During her post-graduate degree at the Chelsea College of Arts in London, Lees started to really reassess her work, searching for new direction. “I found a book about natural dyes and I was flicking through it and found that one of the ingredients that you can use for natural dye was old onion skins. I thought, ‘I have loads of those!’ So, I started experimenting,” says Lees. The process is called ‘slow dying’, and it entails putting matter onto a cloth, bundling it up and jarring it in vinegar or brine for around four months to let the cloth take on the natural dye over time. “I like the idea that it’s quite hands-off. It really appealed to me.”
Lees has been working with this process for more than seven years, experimenting with an array of different materials and ingredients, often sending cloths back into the jars multiple times over the course of a year to get the desired effect. “I’ve experimented with quite a lot of different fabrics. With some, the dye just doesn’t take, and some look disgusting,” Lees explains. “I tried Fuji silk because I liked the lightness of it and how it took on the colour, but it has this matte finish.”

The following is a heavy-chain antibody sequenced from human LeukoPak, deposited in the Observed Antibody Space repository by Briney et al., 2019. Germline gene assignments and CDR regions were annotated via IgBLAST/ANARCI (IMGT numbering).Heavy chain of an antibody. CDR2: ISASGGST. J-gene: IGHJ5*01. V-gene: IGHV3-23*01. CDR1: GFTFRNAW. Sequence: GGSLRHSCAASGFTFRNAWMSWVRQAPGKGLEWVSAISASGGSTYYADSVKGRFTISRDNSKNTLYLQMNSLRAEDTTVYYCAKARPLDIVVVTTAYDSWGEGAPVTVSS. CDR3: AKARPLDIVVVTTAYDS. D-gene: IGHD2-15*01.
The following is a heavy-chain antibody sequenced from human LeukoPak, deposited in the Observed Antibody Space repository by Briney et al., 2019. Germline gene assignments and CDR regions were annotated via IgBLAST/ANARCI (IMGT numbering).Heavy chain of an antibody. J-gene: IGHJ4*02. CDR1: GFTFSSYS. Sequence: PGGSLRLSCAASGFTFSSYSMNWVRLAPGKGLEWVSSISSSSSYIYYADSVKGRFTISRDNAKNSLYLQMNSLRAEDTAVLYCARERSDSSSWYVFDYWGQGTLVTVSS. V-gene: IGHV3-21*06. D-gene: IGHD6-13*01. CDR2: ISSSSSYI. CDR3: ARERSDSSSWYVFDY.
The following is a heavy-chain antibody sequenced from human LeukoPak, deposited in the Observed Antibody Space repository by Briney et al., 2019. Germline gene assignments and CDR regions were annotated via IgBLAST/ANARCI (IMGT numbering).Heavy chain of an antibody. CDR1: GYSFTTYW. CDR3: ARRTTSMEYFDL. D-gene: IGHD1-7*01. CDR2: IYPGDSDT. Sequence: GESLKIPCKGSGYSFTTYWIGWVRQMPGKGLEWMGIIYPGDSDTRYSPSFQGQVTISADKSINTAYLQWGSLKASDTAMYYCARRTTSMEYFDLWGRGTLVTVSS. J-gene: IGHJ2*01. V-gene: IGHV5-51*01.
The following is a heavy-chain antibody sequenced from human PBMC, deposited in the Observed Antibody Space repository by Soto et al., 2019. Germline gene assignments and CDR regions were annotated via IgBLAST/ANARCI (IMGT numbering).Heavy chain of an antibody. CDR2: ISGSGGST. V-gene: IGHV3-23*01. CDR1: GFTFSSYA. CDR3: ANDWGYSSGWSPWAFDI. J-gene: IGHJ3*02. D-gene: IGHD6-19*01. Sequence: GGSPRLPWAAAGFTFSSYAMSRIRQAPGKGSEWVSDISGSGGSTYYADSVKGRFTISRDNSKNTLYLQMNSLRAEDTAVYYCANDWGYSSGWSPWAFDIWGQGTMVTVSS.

NATURE MEETS NURTURE
Lees’ ‘pickled’ silk cloths have been the inspiration for Kirkwood’s latest collaboration, dubbed the Courtney group within his autumn/winter 2018 Imperfect Tension collection. Brought together by Kirkwood’s fondness for contemporary art – he’d already purchased pieces from Lees’ husband, Jack Lavender – the collaboration was borne out of neighbourhood familiarity and friendship. “I’d given him a ‘pickled’ cloth that both Jack and I had made together – I just thought it would be quite a nice thing and that he’d find it interesting,” says Lees. About a month later, Kirkwood contacted her about using her pieces as a design for a shoe collection. “I took some cloths to him in the studio and left them with him to have a play around with. He then selected three or four that he was really into.”